The idea of creativity invokes arts, crafts and design. We usually use it to describe an individual or small group of collaborators who create something with sensual impact like a musical composition, a knitted shawl or an innovative ad campaign. Tangible creativity blossomed during the first Canadian men’s knitting retreat, which took place this past weekend, April 15 to 17, 2016.
Social interaction can manifest another kind of creativity that’s less tangible but equally rich. We often experience this when people meet. Diverse talents and ideas create an unexpected outpouring of emotion, thought and inspiration that wouldn’t happen otherwise. When conditions are right, the sum can be significantly greater than its parts. Extended time together multiplies the effect. This is why people like to hold conferences, conventions and seminars.
I have experienced this in a particular way with men’s knitting retreats. And yesterday (Sunday) morning, when the 19 men met for a final time, as their thoughts and impressions unfolded in our midst, I knew something remarkably good had happened. I might have known earlier in the weekend as I saw the men knitting together in the sunshine, sharing meals, embracing a friendly baby goat and gaining inspiration from workshops. But I had had a hand in organizing it this time and it’s difficult to inspect one’s own creations objectively. The feedback confirmed my belief that the retreat had impacted everyone in a positive, lasting way.
|Interesting fact: The 19 men in attendance included nine Ontarians, one “lapsed Canadian” from Long Island, one German and eight Americans who had traveled from as far as Florida, Texas and Colorado.|
Carol Lloyd’s book Creating a Life Worth Living describes the kind of creativity that involves human interaction. Certain creative types express themselves in intrinsically social ways, for example healers, teachers and directors. Lloyd calls the kind of person who organizes events a realizer. He or she relishes problem solving, provides driving energy and has good communication skills to build community.
I think a realizer is also someone who senses commonalities, likes bringing people together and gets satisfaction from seeing them interact.
When Jaye Crawford, Danny Ouellette and I coordinated this event, we had the benefit of advice and support from other men who had realized similar events elsewhere: Joe Wilcox of the Men’s Spring Knitting Retreat, Brady Robinder of the the Rocky Mountain Men’s Knitting Retreat and Barry VanderWeele of the Great Lakes Men’s Knitting Retreat.
But the spirit of these retreats comes much more from the diversity of men who attend them. It’s like a patchwork quilt where everyone provides a square.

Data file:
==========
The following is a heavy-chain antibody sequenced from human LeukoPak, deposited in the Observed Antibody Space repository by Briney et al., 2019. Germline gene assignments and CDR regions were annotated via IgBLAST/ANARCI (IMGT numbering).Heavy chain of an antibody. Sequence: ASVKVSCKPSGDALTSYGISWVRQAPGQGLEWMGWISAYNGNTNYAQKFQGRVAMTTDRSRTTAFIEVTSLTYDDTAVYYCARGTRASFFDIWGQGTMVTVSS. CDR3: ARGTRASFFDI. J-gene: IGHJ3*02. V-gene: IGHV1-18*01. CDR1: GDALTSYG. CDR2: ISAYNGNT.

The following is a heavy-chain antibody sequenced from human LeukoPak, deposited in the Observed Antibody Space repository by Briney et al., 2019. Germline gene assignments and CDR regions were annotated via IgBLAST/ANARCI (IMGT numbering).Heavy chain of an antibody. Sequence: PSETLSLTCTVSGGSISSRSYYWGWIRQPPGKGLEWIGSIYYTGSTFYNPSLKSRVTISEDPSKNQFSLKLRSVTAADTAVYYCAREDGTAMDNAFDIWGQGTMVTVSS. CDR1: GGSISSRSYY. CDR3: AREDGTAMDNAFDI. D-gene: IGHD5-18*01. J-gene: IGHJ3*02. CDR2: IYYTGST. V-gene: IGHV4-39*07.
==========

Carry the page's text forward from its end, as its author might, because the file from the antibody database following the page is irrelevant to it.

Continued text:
Here are a few things we did together:
- A choice of workshops including knitting a moebius cowl, shawl design, adapting sweater patterns for personal fit and knitting toe-up socks two at a time.
- Visited Wellington Fibres goat farm, toured the spinning facility, bought a lot of gorgeous yarn and enjoyed the love of a baby kid born earlier that week.
- Showed off our proudest recently completed knitting projects.
- Raised money toward two scholarships to make our next event accessible to men with limited financial means. We did this by donating stuff from our yarn stashes to a silent auction where our friends then bid and bought the stuff.
- Spent a lot of time just knitting, telling tales, sharing knitting advice and gaining inspiration from one another.
- Sometimes, especially in the evening, the community room would fall almost silent as everyone focused on their work. It was an unusual but comfortable silence unlike anything I’ve experienced at other weekend events.
The group collectively expressed great appreciation for Loyola House Retreat Centre, our accommodation. The rooms were particularly comfortable and the meals got rave reviews.
As the group said its goodbyes, they left with strong support to repeat the retreat again next year. Most raised hands in support of starting a day earlier (on Thursday). So we have something bigger and better to look forward to.
Loyola House has room for 30 to 50 people. We didn’t achieve the minimum, but Loyola House kindly charged us only for the number who registered. Our challenge for next year will be to get 30 registered. Based on the enthusiasm from all who attended this year, I don’t think we’ll have trouble spreading word and generating enough interest for Men’s Knitting Retreat North next time.